LCA was performed on the entire WHEALS cohort (n = 1,258 Mothers). We tested for measurement invariance between the 130 that comprised the 1-month visit sample dataset and the remaining 1,128. No evidence was found to reject the null hypotheses that the underlying groups were different between those with and without microbiome data at the 1 month visit (p = 0.83), suggesting a valid result that is not unique to those subjects with neonatal microbiome data. This was consistent with our overall findings of only minimal demographic differences between cohort members included and excluded from MAAP (Supplementary Table S1).

Each subject was assigned to the MMP group with the highest posterior probability to provide descriptive characteristics to assist in interpretations and to test for the additional percent variation explained by MMP groups in the neonatal multi-factor adonis model. The mean maximum posterior probabilities for the 130 group were 0.74, 0.94 and 0.82, respectively for groups 1–3, indicating low classification error.

Data and Materials Availability

16S sequence reads were deposited to the European Bioinformatics Institute (EBI) with accession number PRJEB13896 (

Additional Information

How to cite this article: Levin, A. M. et al. Joint effects of pregnancy, sociocultural, and environmental factors on early life gut microbiome structure and diversity. Sci. Rep. 6, 31775; doi: 10.1038/srep31775 (2016).


  1. 1

    Fulde, M. & Hornef, M. W. Maturation of the enteric mucosal innate immune system during the postnatal period. Immunol Rev 260, 21–34, doi: 10.1111/imr.12190 (2014).

    CAS  Article  PubMed  Google Scholar 

  2. 2

    Arrieta, M. C. et al. Early infancy microbial and metabolic alterations affect risk of childhood asthma. Sci Transl Med 7, 307ra152, doi: 10.1126/scitranslmed.aab2271 (2015).

  3. 3

    Wallace, J. G., Gohir, W. & Sloboda, D. M. The impact of early life gut colonization on metabolic and obesogenic outcomes: what have animal models shown us? J Dev Orig Health Dis 1–10, doi: 10.1017/S2040174415001518 (2015).

  4. 4

    Johnson, C. C. & Ownby, D. R. Allergies and Asthma: Do Atopic Disorders Result from Inadequate Immune Homeostasis arising from Infant Gut Dysbiosis? Expert Rev Clin Immunol 1–10, doi: 10.1586/1744666X.2016.1139452 (2016).

  5. 5

    Gülden, E., Wong, F. S. & Wen, L. The gut microbiota and Type 1 Diabetes. Clin Immunol 159, 143–153, doi: 10.1016/j.clim.2015.05.013 (2015).

    CAS  Article  PubMed  PubMed Central  Google Scholar 

  6. 6

    Douglas-Escobar, M., Elliott, E. & Neu, J. Effect of intestinal microbial ecology on the developing brain. JAMA Pediatr 167, 374–379, doi: 10.1001/jamapediatrics.2013.497 (2013).

    Article  PubMed  Google Scholar 

  7. 7

    Bäckhed, F. et al. Dynamics and Stabilization of the Human Gut Microbiome during the First Year of Life. Cell host & microbe 17, 690–703 (2015).

    Article  Google Scholar 

  8. 8

    Penders, J. et al. Factors influencing the composition of the intestinal microbiota in early infancy. Pediatrics 118, 511–521, doi: 10.1542/peds.2005-2824 (2006).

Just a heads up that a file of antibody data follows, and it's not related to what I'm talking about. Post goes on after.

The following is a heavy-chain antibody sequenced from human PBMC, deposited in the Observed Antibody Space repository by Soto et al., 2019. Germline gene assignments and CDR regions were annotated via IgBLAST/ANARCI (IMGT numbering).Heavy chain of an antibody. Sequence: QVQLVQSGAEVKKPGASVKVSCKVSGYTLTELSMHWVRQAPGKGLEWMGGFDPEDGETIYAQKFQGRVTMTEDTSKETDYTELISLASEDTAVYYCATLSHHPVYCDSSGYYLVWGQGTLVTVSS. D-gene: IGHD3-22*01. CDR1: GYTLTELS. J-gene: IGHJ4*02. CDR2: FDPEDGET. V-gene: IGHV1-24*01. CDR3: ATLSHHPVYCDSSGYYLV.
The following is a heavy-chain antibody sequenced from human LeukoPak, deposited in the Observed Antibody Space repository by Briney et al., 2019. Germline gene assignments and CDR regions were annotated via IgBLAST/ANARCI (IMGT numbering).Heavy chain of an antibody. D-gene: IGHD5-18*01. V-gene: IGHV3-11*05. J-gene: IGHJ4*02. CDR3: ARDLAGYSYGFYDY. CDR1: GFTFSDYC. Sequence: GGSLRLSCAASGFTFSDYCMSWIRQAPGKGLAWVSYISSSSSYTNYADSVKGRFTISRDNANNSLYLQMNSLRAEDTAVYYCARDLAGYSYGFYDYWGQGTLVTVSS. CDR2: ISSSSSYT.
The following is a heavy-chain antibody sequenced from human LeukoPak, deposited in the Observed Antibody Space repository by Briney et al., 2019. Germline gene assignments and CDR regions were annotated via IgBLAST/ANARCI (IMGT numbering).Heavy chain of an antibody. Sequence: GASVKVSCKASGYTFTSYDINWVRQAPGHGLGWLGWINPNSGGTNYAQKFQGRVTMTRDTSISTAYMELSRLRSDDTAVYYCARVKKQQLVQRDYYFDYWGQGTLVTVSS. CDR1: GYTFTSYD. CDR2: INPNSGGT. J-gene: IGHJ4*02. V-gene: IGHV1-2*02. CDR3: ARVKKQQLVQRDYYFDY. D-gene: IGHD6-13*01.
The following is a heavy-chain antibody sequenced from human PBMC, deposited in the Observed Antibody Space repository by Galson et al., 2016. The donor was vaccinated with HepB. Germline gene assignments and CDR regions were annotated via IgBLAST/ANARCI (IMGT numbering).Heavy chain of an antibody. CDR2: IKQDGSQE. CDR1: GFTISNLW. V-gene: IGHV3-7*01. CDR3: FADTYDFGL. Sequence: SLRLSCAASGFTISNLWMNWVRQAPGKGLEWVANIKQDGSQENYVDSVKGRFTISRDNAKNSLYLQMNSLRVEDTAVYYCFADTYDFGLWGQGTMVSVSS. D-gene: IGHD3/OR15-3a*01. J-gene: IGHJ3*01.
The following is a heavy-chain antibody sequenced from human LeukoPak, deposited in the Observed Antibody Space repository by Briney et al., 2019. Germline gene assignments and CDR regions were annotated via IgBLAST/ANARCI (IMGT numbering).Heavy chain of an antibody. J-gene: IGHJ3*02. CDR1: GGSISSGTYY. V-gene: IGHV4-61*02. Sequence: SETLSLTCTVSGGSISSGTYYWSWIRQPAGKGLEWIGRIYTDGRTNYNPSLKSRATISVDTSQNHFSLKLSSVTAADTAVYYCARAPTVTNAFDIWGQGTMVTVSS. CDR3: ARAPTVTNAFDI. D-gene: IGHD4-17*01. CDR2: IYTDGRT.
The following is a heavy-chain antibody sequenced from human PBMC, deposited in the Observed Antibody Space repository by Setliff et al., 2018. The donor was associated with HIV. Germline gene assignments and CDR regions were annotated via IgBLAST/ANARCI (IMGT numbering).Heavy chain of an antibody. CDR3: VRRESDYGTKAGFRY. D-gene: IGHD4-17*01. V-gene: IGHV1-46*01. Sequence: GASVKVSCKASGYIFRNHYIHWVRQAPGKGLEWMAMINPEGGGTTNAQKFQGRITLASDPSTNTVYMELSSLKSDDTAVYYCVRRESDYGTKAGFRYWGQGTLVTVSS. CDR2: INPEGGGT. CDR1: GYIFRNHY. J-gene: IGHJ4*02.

Article  PubMed  Google Scholar 

  9. 9

    Azad, M. B. et al. Gut microbiota of healthy Canadian infants: profiles by mode of delivery and infant diet at 4 months. CMAJ: Canadian Medical Association journal=journal de l’Association medicale canadienne 185, 385–394, doi: 10.1503/cmaj.121189 (2013).

    Article  Google Scholar 

  10. 10

    Bergström, A. et al. Establishment of intestinal microbiota during early life: a longitudinal, explorative study of a large cohort of Danish infants. Appl Environ Microbiol 80, 2889–2900, doi: 10.1128/AEM.00342-14 (2014).

    CAS  Article  PubMed  PubMed Central  Google Scholar 

  11. 11

    Voreades, N., Kozil, A. & Weir, T. L. Diet and the development of the human intestinal microbiome. Front Microbiol 5, 494, doi: 10.3389/fmicb.2014.00494 (2014).

    Article  PubMed  PubMed Central  Google Scholar 

  12. 12

    Vangay, P., Ward, T., Gerber, J. S. & Knights, D. Antibiotics, pediatric dysbiosis, and disease. Cell Host Microbe 17, 553–564, doi: 10.1016/j.chom.2015.04.006 (2015).

    CAS  Article  PubMed  PubMed Central  Google Scholar 

  13. 13

    Dominguez-Bello, M. G. et al. Delivery mode shapes the acquisition and structure of the initial microbiota across multiple body habitats in newborns. Proc Natl Acad Sci USA 107, 11971–11975, doi: 10.1073/pnas.1002601107 (2010).

    ADS  Article  PubMed  PubMed Central  Google Scholar 

  14. 14

    Dominguez-Bello, M. G., Blaser, M. J., Ley, R. E. & Knight, R. Development of the human gastrointestinal microbiota and insights from high-throughput sequencing. Gastroenterology 140, 1713–1719 (2011).

    CAS  Article  Google Scholar 

  15. 15

    Yatsunenko, T. et al. Human gut microbiome viewed across age and geography. Nature 486, 222–227, doi: 10.1038/nature11053 (2012).

    CAS  ADS  Article  PubMed  PubMed Central  Google Scholar 

  16. 16

    Meehan, C. J. & Beiko, R. G. A phylogenomic view of ecological specialization in the Lachnospiraceae, a family of digestive tract-associated bacteria. Genome Biol Evol 6, 703–713, doi: 10.1093/gbe/evu050 (2014).

    CAS  Article  PubMed  PubMed Central  Google Scholar 

  17. 17

    Mountzouris, K. C., McCartney, A. L. & Gibson, G. R. Intestinal microflora of human infants and current trends for its nutritional modulation. Br J Nutr 87, 405–420, doi: 10.1079/BJNBJN2002563 (2002).